How Neoliberalism Was Born, Part 2

I’m preparing a big and well-paid public talk about why democracy is in such a bad shape worldwide, and this is the kind of stuff I’m going to talk about. These posts are my way of practicing for the talk. I apologize if they are repetitive but I’m a slow and plodding thinker, and I need to repeat things many times to get them settled in my brain.

So as I said, neoliberals were waiting for a good moment to try out their theories, and that time came in the 1970s when the existing economic system stopped functioning very well. That pre-neoliberal economic system has many names. It’s been called Keynesian economy, Fordism, industrial capitalism, Bretton Woods economy, solid stage of capitalism, and many other things. It created an enormous increase in well-being for a hundred years and especially after WWII. And then suddenly it wasn’t working well anymore.

Some people here will remember the 1970s. The oil crisis, the inflation, the social upheaval. These were all symptoms of the underlying issue which was that the productivity of capital suddenly stalled. There’s a million reasons for it that all converged and created a widespread perception that things weren’t working and something new needed to be tried. And that’s when neoliberals came out and said, “hey, your way of doing things isn’t working any more. Let’s try ours.”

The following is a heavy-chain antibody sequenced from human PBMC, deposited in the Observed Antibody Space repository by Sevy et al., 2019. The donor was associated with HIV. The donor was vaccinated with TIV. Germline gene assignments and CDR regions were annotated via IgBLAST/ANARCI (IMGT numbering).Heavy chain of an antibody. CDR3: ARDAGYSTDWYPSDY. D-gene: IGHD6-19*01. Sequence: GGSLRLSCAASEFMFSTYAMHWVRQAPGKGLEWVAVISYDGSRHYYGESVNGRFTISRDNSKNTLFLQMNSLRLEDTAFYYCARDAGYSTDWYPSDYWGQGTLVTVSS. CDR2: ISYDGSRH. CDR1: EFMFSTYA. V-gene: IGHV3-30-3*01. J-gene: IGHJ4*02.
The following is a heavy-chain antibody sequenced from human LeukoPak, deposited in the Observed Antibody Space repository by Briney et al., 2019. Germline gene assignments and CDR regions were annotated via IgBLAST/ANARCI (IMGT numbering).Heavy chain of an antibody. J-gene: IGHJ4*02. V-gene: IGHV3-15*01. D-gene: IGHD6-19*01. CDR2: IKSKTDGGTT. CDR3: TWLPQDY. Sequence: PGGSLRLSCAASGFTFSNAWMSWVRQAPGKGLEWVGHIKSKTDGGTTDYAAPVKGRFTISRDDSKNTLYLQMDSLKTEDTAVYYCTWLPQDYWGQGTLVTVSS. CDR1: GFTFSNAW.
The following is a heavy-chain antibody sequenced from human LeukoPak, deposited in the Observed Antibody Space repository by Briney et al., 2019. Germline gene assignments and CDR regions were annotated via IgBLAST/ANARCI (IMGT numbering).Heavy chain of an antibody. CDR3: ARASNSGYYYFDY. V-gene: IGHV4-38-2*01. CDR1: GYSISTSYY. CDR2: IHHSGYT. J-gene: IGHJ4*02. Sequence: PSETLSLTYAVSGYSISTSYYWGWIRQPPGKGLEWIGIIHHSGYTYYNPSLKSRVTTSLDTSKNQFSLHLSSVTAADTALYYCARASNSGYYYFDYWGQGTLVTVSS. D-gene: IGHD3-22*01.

What’s really fascinating is how fast academia embraced neoliberalism and turned a set of economic principles into a far-reaching worldview. Benedict Anderson published his deconstruction of nationalism Imagined Communities in 1983. And hey, who cares about some arcane theory created by a crusty college professor, right? Nobody until your passport becomes meaningless, your constitution is wiped out, and raising your national flag becomes a crime.

And here’s the rub of the issue. Feminism, anti-racism, and the rest of the identity-based rights movements have a profound affinity with neoliberalism. The dislike for norms, traditions, boundaries and limitations is what they share. That’s why academia was so eager to normalize the mentality that feeds neoliberalism. Today, we are all finally noticing where it all leads. And hey, it’s only the beginning. Remember, it’s a movement that doesn’t recognize boundaries. It doesn’t stop after achieving a goal. It doesn’t know how to do that. It’s whole nature is that it never stops.

Unless we stop it.

3 thoughts on “How Neoliberalism Was Born, Part 2

  1. Clarissa, a while ago you made a comment about how communism ends, where you said something like “it ends when every last person sarcastically smiles at the politicians and says ‘sure you will'”.

    Is it possible, if you remember and can be bothered, for you to say it again? Thanks either way 🙂


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